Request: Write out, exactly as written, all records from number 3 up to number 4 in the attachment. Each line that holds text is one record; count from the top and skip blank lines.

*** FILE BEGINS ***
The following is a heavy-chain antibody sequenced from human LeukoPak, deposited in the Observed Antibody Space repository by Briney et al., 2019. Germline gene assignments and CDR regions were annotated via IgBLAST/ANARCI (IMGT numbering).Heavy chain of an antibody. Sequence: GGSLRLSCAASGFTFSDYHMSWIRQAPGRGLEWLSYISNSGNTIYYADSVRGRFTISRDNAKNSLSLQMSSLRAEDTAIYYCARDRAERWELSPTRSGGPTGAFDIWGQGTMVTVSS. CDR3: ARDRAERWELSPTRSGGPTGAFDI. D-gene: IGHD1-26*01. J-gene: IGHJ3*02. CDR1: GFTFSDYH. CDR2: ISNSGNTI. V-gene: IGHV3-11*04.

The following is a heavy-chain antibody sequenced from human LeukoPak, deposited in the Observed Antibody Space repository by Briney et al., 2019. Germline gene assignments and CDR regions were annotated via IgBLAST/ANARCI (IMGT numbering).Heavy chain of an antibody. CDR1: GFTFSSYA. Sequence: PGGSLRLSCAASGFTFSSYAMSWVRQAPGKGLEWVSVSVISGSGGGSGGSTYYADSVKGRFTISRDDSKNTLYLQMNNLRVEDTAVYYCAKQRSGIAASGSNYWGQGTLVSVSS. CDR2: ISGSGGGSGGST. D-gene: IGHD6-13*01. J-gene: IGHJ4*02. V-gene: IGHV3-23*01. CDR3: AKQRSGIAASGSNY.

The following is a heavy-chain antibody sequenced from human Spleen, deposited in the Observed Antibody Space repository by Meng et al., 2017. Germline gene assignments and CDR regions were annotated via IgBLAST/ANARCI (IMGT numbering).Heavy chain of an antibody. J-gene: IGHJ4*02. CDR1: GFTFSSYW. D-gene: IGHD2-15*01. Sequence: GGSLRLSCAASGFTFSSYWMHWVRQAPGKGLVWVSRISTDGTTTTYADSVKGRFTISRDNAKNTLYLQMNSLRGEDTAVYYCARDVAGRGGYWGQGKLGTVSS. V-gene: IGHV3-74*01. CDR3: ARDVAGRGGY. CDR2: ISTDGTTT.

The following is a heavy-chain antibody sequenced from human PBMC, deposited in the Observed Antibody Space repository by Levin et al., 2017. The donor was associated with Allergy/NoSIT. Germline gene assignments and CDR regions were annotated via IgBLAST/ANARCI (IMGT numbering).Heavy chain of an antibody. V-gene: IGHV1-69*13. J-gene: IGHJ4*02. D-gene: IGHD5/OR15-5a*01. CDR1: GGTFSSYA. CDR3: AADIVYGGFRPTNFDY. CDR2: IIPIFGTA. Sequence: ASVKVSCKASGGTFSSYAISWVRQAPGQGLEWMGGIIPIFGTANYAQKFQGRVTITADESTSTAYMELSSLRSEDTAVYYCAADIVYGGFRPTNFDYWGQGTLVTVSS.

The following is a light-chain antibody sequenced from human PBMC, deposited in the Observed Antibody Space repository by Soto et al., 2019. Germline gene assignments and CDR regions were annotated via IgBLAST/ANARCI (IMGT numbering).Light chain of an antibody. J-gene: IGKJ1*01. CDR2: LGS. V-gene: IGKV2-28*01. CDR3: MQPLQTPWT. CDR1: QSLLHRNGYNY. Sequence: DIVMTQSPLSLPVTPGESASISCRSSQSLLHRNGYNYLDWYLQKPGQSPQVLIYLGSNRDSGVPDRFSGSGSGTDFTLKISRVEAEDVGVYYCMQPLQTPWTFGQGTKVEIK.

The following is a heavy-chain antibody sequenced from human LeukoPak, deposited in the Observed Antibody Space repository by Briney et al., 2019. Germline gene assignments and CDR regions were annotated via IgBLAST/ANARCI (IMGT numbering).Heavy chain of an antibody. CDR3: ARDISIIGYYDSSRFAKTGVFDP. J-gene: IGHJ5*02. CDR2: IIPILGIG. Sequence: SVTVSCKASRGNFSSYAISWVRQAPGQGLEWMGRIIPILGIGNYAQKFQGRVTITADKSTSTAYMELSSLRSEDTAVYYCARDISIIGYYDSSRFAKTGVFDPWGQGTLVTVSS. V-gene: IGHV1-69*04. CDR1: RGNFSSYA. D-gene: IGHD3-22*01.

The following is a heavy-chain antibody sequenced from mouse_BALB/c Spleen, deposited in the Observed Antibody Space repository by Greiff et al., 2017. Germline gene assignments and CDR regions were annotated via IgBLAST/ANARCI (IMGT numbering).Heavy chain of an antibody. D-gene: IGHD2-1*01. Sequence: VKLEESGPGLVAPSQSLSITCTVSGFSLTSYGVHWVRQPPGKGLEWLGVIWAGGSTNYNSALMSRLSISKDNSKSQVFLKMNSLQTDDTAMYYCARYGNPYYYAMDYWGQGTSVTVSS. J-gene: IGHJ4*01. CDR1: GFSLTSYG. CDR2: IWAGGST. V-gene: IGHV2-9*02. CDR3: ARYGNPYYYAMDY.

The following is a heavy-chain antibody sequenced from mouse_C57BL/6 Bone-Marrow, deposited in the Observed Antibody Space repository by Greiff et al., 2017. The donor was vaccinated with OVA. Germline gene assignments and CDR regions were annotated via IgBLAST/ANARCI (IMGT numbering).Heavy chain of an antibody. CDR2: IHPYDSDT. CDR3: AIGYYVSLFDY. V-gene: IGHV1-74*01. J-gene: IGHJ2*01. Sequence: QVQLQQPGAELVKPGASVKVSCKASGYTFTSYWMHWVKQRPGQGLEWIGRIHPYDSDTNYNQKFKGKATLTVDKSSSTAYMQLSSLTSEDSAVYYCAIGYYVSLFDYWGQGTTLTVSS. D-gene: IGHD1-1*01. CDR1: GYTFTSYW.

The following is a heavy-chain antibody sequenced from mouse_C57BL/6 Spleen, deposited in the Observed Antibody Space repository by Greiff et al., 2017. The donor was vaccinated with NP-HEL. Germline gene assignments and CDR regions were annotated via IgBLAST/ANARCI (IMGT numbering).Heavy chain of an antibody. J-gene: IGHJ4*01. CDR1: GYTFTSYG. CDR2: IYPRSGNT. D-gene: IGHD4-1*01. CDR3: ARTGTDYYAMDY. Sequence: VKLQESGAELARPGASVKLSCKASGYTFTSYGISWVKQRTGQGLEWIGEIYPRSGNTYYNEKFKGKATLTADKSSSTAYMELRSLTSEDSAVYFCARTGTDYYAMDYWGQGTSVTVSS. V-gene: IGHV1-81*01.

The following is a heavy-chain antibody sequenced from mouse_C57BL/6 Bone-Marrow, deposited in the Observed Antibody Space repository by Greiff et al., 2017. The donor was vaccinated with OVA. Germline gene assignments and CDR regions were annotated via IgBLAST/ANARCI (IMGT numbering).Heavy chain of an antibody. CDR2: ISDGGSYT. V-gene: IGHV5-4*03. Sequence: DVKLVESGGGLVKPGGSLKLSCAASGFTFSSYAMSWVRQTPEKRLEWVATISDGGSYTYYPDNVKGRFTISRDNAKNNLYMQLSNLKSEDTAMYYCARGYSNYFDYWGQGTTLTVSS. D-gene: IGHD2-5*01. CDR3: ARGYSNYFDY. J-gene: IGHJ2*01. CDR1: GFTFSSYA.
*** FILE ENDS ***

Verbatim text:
The following is a heavy-chain antibody sequenced from human Spleen, deposited in the Observed Antibody Space repository by Meng et al., 2017. Germline gene assignments and CDR regions were annotated via IgBLAST/ANARCI (IMGT numbering).Heavy chain of an antibody. J-gene: IGHJ4*02. CDR1: GFTFSSYW. D-gene: IGHD2-15*01. Sequence: GGSLRLSCAASGFTFSSYWMHWVRQAPGKGLVWVSRISTDGTTTTYADSVKGRFTISRDNAKNTLYLQMNSLRGEDTAVYYCARDVAGRGGYWGQGKLGTVSS. V-gene: IGHV3-74*01. CDR3: ARDVAGRGGY. CDR2: ISTDGTTT.

The following is a heavy-chain antibody sequenced from human PBMC, deposited in the Observed Antibody Space repository by Levin et al., 2017. The donor was associated with Allergy/NoSIT. Germline gene assignments and CDR regions were annotated via IgBLAST/ANARCI (IMGT numbering).Heavy chain of an antibody. V-gene: IGHV1-69*13. J-gene: IGHJ4*02. D-gene: IGHD5/OR15-5a*01. CDR1: GGTFSSYA. CDR3: AADIVYGGFRPTNFDY. CDR2: IIPIFGTA. Sequence: ASVKVSCKASGGTFSSYAISWVRQAPGQGLEWMGGIIPIFGTANYAQKFQGRVTITADESTSTAYMELSSLRSEDTAVYYCAADIVYGGFRPTNFDYWGQGTLVTVSS.